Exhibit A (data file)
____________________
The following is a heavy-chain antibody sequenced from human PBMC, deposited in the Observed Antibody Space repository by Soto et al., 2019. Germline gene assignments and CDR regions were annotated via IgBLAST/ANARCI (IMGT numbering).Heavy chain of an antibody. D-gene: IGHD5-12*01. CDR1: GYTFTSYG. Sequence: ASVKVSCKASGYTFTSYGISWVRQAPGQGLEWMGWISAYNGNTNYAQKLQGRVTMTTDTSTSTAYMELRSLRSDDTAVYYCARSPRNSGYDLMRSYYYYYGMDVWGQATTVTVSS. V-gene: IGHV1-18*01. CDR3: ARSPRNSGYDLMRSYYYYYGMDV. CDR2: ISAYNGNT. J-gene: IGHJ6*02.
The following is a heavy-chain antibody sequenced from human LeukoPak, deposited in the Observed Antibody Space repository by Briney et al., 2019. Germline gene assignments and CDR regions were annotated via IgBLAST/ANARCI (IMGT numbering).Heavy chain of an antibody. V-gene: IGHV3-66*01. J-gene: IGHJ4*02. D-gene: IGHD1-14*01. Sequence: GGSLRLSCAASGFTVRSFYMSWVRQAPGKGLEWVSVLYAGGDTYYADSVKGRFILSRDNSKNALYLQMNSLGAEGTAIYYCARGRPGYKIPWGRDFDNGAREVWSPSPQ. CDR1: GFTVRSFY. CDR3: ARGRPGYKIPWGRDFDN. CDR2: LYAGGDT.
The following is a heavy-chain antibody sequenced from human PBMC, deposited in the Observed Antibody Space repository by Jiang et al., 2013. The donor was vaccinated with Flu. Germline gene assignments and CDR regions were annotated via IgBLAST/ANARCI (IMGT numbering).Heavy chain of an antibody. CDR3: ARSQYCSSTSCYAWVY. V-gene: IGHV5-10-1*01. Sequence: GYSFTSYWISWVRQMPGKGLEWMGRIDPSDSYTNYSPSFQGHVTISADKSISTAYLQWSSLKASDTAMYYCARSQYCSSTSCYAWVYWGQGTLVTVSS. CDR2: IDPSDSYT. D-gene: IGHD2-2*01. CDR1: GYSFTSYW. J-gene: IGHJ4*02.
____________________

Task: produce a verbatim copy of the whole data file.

The following is a heavy-chain antibody sequenced from human PBMC, deposited in the Observed Antibody Space repository by Soto et al., 2019. Germline gene assignments and CDR regions were annotated via IgBLAST/ANARCI (IMGT numbering).Heavy chain of an antibody. D-gene: IGHD5-12*01. CDR1: GYTFTSYG. Sequence: ASVKVSCKASGYTFTSYGISWVRQAPGQGLEWMGWISAYNGNTNYAQKLQGRVTMTTDTSTSTAYMELRSLRSDDTAVYYCARSPRNSGYDLMRSYYYYYGMDVWGQATTVTVSS. V-gene: IGHV1-18*01. CDR3: ARSPRNSGYDLMRSYYYYYGMDV. CDR2: ISAYNGNT. J-gene: IGHJ6*02.
The following is a heavy-chain antibody sequenced from human LeukoPak, deposited in the Observed Antibody Space repository by Briney et al., 2019. Germline gene assignments and CDR regions were annotated via IgBLAST/ANARCI (IMGT numbering).Heavy chain of an antibody. V-gene: IGHV3-66*01. J-gene: IGHJ4*02. D-gene: IGHD1-14*01. Sequence: GGSLRLSCAASGFTVRSFYMSWVRQAPGKGLEWVSVLYAGGDTYYADSVKGRFILSRDNSKNALYLQMNSLGAEGTAIYYCARGRPGYKIPWGRDFDNGAREVWSPSPQ. CDR1: GFTVRSFY. CDR3: ARGRPGYKIPWGRDFDN. CDR2: LYAGGDT.
The following is a heavy-chain antibody sequenced from human PBMC, deposited in the Observed Antibody Space repository by Jiang et al., 2013. The donor was vaccinated with Flu. Germline gene assignments and CDR regions were annotated via IgBLAST/ANARCI (IMGT numbering).Heavy chain of an antibody. CDR3: ARSQYCSSTSCYAWVY. V-gene: IGHV5-10-1*01. Sequence: GYSFTSYWISWVRQMPGKGLEWMGRIDPSDSYTNYSPSFQGHVTISADKSISTAYLQWSSLKASDTAMYYCARSQYCSSTSCYAWVYWGQGTLVTVSS. CDR2: IDPSDSYT. D-gene: IGHD2-2*01. CDR1: GYSFTSYW. J-gene: IGHJ4*02.